I won't even elaborate on the situation in my own country, but here's a small sample of the evil fruits of multiculturalism in The Netherlands: riots in Utrecht and The Hague, a 55-year old cream white Dutchman from Nijmegen beaten unconscious by "youths", a younger man from Assen who got a skull fracture from a "lichtgetintiër" (euphemism for a lightly brown colored i.e. Middle Eastern man).
Yet another Bio Dutchman, Bas Van Wijk, tried to foil the theft of a watch by a group of 5 "lichtgetintiërs" and was killed for his trouble with 5 gunshots in broad daylight. White Lives Don't Matter At All.

To top it all off there have been riots for four consecutive nights in Schilderswijk, a heavily islamicized and multiculti enclave in The Hague. Already in 2008 a staggering 90 per cent of (registered) inhabitants were foreigners, mostly Turks, Moroccans and Surinamese. The overwhelming majority (>70 per cent) live off welfare. The excuse for the riots seems to be the death of a man in police custody - I'm sure he was an outstanding, law-abiding and hardworking citizen - but if it wasn't his death while under arrest they'd have found something else.
Anyway, it's complete and utter chaos. Police has litterally FLED for throngs of hundreds of "youths", so many fire hydrants were opened that water pressure fell away and drinking water fouled, and for a while there wasn't water for the fire services, which could have had catastrophic consequences in case of a fire breaking out.
Look for yourself:

If you import the Third World, you become the Third World.

Rope. Tree. Politicians.



Robert Plant with Big Log. From the album The Principle of Moments (1983).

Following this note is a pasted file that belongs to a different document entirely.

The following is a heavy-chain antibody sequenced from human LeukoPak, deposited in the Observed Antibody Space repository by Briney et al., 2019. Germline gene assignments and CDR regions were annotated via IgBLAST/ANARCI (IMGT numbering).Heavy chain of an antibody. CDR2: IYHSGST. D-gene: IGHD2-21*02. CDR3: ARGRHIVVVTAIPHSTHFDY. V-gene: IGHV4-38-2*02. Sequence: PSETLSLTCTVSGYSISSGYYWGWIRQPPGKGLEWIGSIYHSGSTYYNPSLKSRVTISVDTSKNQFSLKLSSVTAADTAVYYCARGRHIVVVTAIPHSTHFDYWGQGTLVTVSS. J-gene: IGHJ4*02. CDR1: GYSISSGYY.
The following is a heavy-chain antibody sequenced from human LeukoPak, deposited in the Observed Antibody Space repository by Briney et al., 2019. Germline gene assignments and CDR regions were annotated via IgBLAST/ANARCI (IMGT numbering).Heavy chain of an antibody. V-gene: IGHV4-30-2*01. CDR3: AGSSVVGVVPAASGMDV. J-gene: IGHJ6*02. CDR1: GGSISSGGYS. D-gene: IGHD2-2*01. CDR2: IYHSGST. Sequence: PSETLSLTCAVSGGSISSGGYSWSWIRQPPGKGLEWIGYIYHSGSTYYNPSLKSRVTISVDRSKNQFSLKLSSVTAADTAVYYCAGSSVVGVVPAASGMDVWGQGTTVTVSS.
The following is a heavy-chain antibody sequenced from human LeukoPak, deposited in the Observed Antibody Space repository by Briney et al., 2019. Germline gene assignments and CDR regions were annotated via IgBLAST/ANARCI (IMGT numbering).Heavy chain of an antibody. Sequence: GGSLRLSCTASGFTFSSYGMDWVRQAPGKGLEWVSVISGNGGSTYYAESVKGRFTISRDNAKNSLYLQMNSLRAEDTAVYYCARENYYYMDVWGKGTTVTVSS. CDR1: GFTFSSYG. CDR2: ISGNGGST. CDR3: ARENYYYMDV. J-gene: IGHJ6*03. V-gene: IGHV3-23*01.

After the disbandment of Led Zeppelin in 1980 Plant briefly considered becoming a teacher, but luckily he changed his mind and embarked on a solo career, releasing his first album, Pictures at Eleven, in 1982.

Visage with Fade to Grey. Album Visage (1980).

British synthpop band, early eighties, new wave. Formed in London in 1978. Founding members were Midge Ure (later Ultravox), Rusty Egan and Steve Strange, a.o.

Slaap wel.


Saturday, August 08, 2020


George Whittaker with I don't believe in "If" anymore. Released as a single in 1970.

I wonder if this is perhaps a jab at Kiplings "If"?

Grand Funk Railroad with Some Kind of Wonderful. From the 1974 album All the Girls in the World Beware!!!

Crucial seventies hardrock band from Flint, Michigan which formed in 1969. Original members were Mark Farner (guitar, keyboards, harmonica, vocals), Don Brewer (drums, vocals), and Mel Schacher (bass).

Sorry for the light blogging. Several factors. No need to explain, it's not important.



Friday, July 10, 2020


July 10, 1940, marks the start of the Battle of Britain.

After having swept before them the combined armies of Britain, France, Belgium and The Netherlands, and either chased them across the Channel or else forced their surrender, the Nazis ruled firmly over Western Europe. Only Britain remained defiant. To be sure, they had the advantage of the most impressive anti-tank ditch in the world. But with the BEF having lost all its matériel in the previous months, and the land forces in the UK either in hopeless disarray or else woefully unprepared to face Hitlers panzers, it was absolutely imperative that this barrier not be crossed.

Hitler counted on the Luftwaffe to neutralize the RAF. Once this task accomplished, his victorious armies would be able to cross the Channel at will, and when on the other side, the British Army and Home Guard would be no match for them.

It was therefore imperative that the RAF retained the upper hand. For two months, a fierce air battle raged, a battle of which the outcome would determine whether Nazi rule would stretch over all of Western Europe and plunge the continent in another dark era.

In the end, the RAF won, a feat which gave birth to perhaps Winston Churchill's most famous quote:

'Never in the field of human conflict was so much owed by so many to so few.'

In 1970 the movie The Battle of Britain was released. When it was made, the real Battle only lay three decades in the past. A further half-century separates us from Michael Caine and fellow actors re-enacting the glorious deeds of the 'Few' in that long, hot summer of 1940 so fraught with danger and angst. But to this day, no better picture has been made honoring the young RAF pilots:

Essential info here.